Reluctantly Dancing on Space Cakes

Reluctantly Dancing on Space Cakes

“The game is called Presidents,” one of the French girls is saying, gesturing excitedly the way people explaining card games do, her words coming to me through a haze of smoke. “And the aim of the game is…”

But I can’t catch what she’s saying. Right now, I’m the dumbest, slowest version of myself, my mind feeling like it’s been submerged in tar from the 1.5 space cakes I consumed earlier in the day. “I can’t feel anything yet,” I had said to my friend while observing some of Amsterdam’s gorgeous architecture.

And here I was now, back at this stinky hostel, flanked by rowdy, wide-eyed travellers, desperately trying to understand an extremely straightforward card game.

“So we all get one turn?” I ask.

The game lurches forward at a glacial speed, constantly interrupted by my stupid questions. I look down at the table and listen hard to the instructions for the fourth time.

I look over at my friend, who seems to be having a hard time with reality itself let alone this game, and gesture towards the door, making a tiny walking man with my fingers. He nods.

We walk towards nowhere in particular. The air of the nation’s capital feels thick and hot, even after nightfall. The buildings and the streets seem to collapse into each other, creating an unsettling urban blur, and I try to latch onto just one thing that I know for sure, a tiny granule of truth, something to ease a fractured mind, but truths are hard to come by. I fail.

“Hello, my friends!” comes a voice in an indistinguishable European accent.

A man in his 40s appears, with slick black hair and a leather jacket. His face shows a lifetime of hard times and a warm smile.

“Where do you come from?” he asks.

I open my mouth to answer, but the words fail to come out.

“Australia,” my friend says.

“Australia!” he loudly repeats. “Kangaroos, eh. You know, everyone talks about Kangaroos, Kangaroos…but I think the koalas are the best! Tell me, do you have cities in Australia? You know like, city cities?

I stare at his eyebrows, crude bushy things like evil caterpillars. They spin gently.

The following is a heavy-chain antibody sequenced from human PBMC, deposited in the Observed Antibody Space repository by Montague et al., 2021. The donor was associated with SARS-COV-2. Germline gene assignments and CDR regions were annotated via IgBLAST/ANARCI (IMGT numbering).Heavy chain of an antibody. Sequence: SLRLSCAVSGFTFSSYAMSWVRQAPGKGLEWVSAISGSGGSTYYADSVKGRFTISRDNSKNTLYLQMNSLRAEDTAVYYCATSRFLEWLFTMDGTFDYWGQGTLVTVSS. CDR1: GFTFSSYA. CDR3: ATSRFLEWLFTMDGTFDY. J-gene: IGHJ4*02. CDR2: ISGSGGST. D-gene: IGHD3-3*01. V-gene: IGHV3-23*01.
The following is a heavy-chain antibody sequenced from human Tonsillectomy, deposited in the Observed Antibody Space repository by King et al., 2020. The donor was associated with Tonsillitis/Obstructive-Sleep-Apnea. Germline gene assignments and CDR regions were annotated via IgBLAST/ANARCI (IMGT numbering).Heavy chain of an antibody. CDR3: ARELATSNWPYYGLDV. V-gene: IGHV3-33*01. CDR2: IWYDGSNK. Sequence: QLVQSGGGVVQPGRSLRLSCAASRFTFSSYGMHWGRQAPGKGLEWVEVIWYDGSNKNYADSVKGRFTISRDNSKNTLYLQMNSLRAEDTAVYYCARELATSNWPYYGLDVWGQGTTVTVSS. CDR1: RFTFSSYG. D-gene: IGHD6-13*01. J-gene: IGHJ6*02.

“We have cities,” I manage to say. “Melbourne is a city.” I pause. “Melbourne is my city. I’m from it.”

“We’re from the Melbourne city,” my friend clarifies.

“Very cool, very cool,” he smiles.

He brushes something off his pants. “So, why did you guys come all the way to this place? Why come to Amsterdam?”

There were many reasons I came to Amsterdam, yet in this hazy madness, I cannot articulate, let alone think of, any of them.

“Clubs,” I say.

“Clubs?” he asks.

“Yeah,” we both say in unison.

“Like party places?”

“Yeah,” we say again.

“Well if you love clubs, you must love dancing.”

“Well, sometimes. I don’t…”

Suddenly, the man breaks out into a sprightly groove, clicking his fingers and stomping his shoes on the cobblestone streets. He is performing not one specific dance, but a grotesque combination of all dances of the last century. Large beads of sweat form on his face, and his smile, though initially appearing permanent, now morphs into a frown of deep concentration and tenacity.

“What are you waiting for? Start dancing!” he roars.

“What…why do you want us to dance?” I ask.

“Just fucking dance,” he says.

The urgency in his tone forces me into a light sway. I close my eyes. Dancing is hard at the best of times, in a club shrouded in darkness with thumping dance music. Here, almost two cakes deep and with no music at all, it is close to impossible. I look down at my feet, which have settled into a slow, miserable shuffle. My hands, loyal servants my entire life, now seem unnecessary, excessive, getting in the way like a dog during backyard cricket.

“That’s it! There you go!” the man laughs.

I look over at my friend. He is utilising his hands more – is it a double fist pump, or a slow elbow roll? I have a theory that when it comes to dancing you’re either a cutter or a crafter. Cutters are sharp in their movements, like they are slicing through the air – they are visceral, in-the-moment movers. Crafters, on the other hand, use slow, sweeping strokes, like painters creating their masterpiece; crafters truly are people with a story to tell. He’s somewhere in between here.

“Ok, ok, fantastic,” the man says, gesturing for us to stop. I slow down, and then stop. My friend is still moving.

“Hey buddy, it’s ok, you can stop now!”

The man goes over to him and places a hand on his shoulder, looking into his eyes.

“Wow, my friend. You were really feeling it.” He loses his posture to a roaring laugh.

“Now you have practised some, go to the clubs!’ the man orders, still laughing. He starts walking alongside the canal, and raises his hand to wave without looking back.

We don’t answer, or wave back. ‘Let’s go,’ I say, and we start walking in the other direction.

“What the fuck just happened?” I ask my friend after a few minutes.

He looks at me with a hundred mile stare.

“I have no idea,” he says, feeling his pockets. “But I think that guy just stole my wallet.”

Cover by Nuno Alberto 

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